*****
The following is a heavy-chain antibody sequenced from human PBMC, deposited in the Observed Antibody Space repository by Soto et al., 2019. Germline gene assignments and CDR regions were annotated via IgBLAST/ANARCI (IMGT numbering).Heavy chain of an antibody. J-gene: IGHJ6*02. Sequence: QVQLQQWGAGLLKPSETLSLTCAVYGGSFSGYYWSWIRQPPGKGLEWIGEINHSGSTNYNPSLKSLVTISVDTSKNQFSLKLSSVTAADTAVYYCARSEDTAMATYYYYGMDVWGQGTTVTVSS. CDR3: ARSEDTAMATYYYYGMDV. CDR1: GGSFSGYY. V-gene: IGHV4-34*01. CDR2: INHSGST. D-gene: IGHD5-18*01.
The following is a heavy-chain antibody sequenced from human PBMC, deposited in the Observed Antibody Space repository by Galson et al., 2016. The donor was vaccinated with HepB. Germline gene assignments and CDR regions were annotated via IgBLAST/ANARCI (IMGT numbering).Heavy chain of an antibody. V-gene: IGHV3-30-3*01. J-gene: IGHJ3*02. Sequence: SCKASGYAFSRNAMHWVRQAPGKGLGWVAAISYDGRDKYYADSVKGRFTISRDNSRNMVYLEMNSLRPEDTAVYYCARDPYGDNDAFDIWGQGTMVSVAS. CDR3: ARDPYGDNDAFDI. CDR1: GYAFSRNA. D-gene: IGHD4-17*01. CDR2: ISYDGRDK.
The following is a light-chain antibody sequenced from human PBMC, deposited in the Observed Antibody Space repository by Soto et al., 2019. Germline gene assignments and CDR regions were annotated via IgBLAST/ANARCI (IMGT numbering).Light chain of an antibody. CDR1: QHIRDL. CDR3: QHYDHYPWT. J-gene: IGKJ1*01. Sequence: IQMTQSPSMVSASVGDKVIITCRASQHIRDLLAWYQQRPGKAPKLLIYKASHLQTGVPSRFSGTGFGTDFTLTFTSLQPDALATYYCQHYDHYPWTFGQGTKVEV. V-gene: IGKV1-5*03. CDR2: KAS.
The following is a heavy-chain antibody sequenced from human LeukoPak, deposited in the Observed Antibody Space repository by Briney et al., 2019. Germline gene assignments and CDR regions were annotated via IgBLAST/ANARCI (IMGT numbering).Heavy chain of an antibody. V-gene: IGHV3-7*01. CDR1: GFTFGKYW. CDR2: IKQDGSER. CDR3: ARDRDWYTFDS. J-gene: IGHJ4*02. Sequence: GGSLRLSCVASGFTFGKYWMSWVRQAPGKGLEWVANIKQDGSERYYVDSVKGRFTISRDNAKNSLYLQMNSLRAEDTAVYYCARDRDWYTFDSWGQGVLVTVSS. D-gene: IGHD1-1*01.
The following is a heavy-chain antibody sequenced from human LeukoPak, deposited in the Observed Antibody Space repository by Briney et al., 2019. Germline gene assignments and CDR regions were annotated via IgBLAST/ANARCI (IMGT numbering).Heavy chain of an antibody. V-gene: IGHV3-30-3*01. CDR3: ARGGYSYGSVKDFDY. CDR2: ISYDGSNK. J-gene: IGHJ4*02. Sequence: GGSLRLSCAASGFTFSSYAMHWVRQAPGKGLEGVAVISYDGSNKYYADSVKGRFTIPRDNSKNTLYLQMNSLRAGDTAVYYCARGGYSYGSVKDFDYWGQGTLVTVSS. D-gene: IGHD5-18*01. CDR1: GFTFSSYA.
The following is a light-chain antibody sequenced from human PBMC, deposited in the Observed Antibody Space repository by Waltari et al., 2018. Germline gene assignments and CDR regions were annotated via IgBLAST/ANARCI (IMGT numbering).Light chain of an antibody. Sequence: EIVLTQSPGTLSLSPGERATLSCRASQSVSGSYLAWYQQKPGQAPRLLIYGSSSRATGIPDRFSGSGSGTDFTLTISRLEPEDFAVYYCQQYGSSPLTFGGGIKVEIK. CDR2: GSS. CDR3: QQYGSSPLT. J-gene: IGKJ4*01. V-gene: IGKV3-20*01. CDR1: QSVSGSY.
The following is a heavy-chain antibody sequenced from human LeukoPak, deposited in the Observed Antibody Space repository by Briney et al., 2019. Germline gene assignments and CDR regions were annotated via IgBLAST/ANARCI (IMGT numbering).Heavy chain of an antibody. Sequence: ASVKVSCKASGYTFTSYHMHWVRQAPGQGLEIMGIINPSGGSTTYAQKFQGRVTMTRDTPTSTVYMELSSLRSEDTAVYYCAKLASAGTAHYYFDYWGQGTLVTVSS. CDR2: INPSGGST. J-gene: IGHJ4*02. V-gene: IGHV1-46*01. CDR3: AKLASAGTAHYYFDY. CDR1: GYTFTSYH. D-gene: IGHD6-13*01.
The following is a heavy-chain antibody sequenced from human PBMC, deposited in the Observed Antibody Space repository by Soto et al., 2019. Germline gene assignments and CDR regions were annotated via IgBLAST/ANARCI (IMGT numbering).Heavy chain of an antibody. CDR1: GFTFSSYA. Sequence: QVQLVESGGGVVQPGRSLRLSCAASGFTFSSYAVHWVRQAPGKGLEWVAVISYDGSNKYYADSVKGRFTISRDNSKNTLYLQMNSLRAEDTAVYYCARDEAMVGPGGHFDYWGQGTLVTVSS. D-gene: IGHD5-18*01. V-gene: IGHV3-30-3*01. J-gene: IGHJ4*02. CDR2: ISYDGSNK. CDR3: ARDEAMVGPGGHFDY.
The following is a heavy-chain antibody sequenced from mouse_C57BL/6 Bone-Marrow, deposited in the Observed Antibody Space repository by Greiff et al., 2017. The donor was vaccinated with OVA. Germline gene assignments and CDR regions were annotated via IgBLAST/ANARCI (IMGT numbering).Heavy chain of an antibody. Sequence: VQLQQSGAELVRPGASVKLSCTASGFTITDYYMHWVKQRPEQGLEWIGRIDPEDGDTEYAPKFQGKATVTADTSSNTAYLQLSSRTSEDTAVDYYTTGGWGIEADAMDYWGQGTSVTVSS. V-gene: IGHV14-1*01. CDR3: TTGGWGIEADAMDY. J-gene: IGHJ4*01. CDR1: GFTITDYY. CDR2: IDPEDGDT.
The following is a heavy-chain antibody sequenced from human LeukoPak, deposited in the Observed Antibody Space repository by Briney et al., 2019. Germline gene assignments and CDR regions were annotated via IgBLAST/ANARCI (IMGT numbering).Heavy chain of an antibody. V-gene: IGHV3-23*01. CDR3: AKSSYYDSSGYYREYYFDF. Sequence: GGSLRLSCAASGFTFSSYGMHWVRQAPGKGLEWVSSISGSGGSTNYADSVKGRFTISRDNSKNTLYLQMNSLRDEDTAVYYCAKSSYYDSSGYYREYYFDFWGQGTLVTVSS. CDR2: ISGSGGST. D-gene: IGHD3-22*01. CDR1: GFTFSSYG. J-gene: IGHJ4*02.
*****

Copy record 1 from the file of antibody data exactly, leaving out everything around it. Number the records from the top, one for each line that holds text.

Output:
The following is a heavy-chain antibody sequenced from human PBMC, deposited in the Observed Antibody Space repository by Soto et al., 2019. Germline gene assignments and CDR regions were annotated via IgBLAST/ANARCI (IMGT numbering).Heavy chain of an antibody. J-gene: IGHJ6*02. Sequence: QVQLQQWGAGLLKPSETLSLTCAVYGGSFSGYYWSWIRQPPGKGLEWIGEINHSGSTNYNPSLKSLVTISVDTSKNQFSLKLSSVTAADTAVYYCARSEDTAMATYYYYGMDVWGQGTTVTVSS. CDR3: ARSEDTAMATYYYYGMDV. CDR1: GGSFSGYY. V-gene: IGHV4-34*01. CDR2: INHSGST. D-gene: IGHD5-18*01.